DEEPWATER HORIZON OIL SPILL [2019-20]
RESEARCH THROUGH FASHION DESIGN INVESTIGATION
On April 20, 2010, remote sensing satellites captured the catastrophic magnitude of the Deepwater Horizon (DWH) Oil Spill. An explosion tore through the DWH offshore oil rig platform, located about 80 km off the Louisiana coast. After a two day fire, the drilling rig sank on April 22, 2010, causing a massive petroleum spill in the northern Gulf of Mexico. Failure to contain the leakage resulted in approximately 4.9 million barrels of petroleum discharge into the sea until the well was sealed on September 19, 2010.
This project is a data-driven fashion design investigation of an Earth, which captures an anthropogenic signature, a petroleum spill, in the form of a 3D printed mask. The dataset is retrieved from the National Aeronautics and Space Administration (NASA) satellite archive, charting an oil slick formation from the DWH Oil Spill event on May 17, 2010. The anthropocene presents differing scales of temporality beyond human perception. When a disaster occurs, it proceeds at different geological paces and demands different ways of conceiving and organising time. Satellite datasets provide a synoptic view to image the anthropocene, as well as a model to design and speculate through the vast geological timescales compressed within the formation of petroleum. Fashion design becomes a capturing device, retaining signatures of anthropogenic disasters in its material form––while re-inventing the body with and also from, deep-time spatial materialities. The resulting work aims to situate fashion as a critical practice for meditating planetary thinking, an awareness of how the collective human labour affects the Earth on different scales, of which humans are intrinsically part of.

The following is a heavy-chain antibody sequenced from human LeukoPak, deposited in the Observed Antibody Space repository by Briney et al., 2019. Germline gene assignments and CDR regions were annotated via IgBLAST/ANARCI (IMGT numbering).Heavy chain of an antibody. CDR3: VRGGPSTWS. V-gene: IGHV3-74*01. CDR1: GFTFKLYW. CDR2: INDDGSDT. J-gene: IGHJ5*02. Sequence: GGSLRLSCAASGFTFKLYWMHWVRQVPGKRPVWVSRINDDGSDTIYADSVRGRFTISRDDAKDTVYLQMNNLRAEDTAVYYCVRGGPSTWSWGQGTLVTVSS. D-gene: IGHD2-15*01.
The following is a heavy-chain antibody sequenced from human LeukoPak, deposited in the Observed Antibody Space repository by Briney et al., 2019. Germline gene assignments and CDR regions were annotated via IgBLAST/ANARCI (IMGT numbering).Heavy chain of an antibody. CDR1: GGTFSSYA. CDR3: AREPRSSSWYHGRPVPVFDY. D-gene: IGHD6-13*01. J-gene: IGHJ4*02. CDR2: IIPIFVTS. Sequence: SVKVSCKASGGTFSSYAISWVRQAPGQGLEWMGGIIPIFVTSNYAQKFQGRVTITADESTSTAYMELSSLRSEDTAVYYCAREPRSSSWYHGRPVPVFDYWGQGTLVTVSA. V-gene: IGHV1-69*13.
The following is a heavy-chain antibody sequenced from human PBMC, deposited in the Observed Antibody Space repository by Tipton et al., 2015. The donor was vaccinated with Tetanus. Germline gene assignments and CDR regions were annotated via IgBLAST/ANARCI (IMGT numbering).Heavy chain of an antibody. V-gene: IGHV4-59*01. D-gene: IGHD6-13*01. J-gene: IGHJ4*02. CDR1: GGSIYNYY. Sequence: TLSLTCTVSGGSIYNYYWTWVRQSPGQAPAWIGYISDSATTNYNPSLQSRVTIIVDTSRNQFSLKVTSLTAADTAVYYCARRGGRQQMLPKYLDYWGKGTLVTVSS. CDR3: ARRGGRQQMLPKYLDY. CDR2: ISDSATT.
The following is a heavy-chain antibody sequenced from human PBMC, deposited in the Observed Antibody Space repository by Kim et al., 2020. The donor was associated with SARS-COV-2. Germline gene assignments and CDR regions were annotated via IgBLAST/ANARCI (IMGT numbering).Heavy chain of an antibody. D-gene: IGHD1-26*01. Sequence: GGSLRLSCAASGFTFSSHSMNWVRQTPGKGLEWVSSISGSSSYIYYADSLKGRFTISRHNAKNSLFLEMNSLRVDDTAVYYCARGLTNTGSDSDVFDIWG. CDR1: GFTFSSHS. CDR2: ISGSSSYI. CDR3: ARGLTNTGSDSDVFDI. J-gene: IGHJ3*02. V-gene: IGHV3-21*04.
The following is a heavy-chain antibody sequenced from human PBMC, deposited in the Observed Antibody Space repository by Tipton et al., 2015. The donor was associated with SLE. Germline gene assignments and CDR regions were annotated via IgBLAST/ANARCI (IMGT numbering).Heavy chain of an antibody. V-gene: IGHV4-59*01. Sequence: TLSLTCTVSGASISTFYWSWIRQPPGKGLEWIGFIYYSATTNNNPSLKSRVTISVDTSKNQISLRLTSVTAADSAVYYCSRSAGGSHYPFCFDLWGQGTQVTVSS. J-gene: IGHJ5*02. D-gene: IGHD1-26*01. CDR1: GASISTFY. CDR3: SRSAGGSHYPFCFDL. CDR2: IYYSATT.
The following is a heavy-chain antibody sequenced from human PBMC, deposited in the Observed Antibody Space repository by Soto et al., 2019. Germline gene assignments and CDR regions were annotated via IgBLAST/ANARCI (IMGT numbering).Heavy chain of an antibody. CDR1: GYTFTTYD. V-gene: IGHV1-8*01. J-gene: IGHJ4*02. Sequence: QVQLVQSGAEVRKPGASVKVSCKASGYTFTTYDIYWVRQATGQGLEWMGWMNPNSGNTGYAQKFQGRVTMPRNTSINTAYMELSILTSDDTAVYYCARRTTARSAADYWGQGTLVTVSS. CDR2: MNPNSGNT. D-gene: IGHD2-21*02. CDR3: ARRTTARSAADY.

Designing with NASA's dataset, the project bifurcates into two explorations:
A. Data-driven design exploration presents a series of Computational Fluid Dynamics (CFD) Simulations structured upon NASA's satellite data to generate three-dimensional morphologies, generative animations and design diagrams, for extrapolating designs of the face mask.
B. Data-driven materialisation presents a series of projection mapping and point cloud digital scanning experiments to design, generate and materialise a face mask, bearing index of the petrochemical spill as material depositions.
The output binds inter-scalar values, the pixellated values of the satellite data (global) with a point cloud model of the researcher's face (local). The collapse of scales registers anthropogenic actions (digital record of the DWH Oil Spill and the designer's computational gestures) in the form of a 3D printed face mask. The design process uses agent-based simulation, CFD and reaction-diffusion system to induce a set of force fields. Such conditions exert fictional forces such as artificial gravity, turbulence and pressure, to harness unseen morphologies outside terrestrial laws. In binding local (self portrait scan) and global (anthropogenic disaster) scales, the mask shows the environment becoming an infestation to the self. It exposes an ecological intimacy, where the Earth's scars are manifested through scarring the face.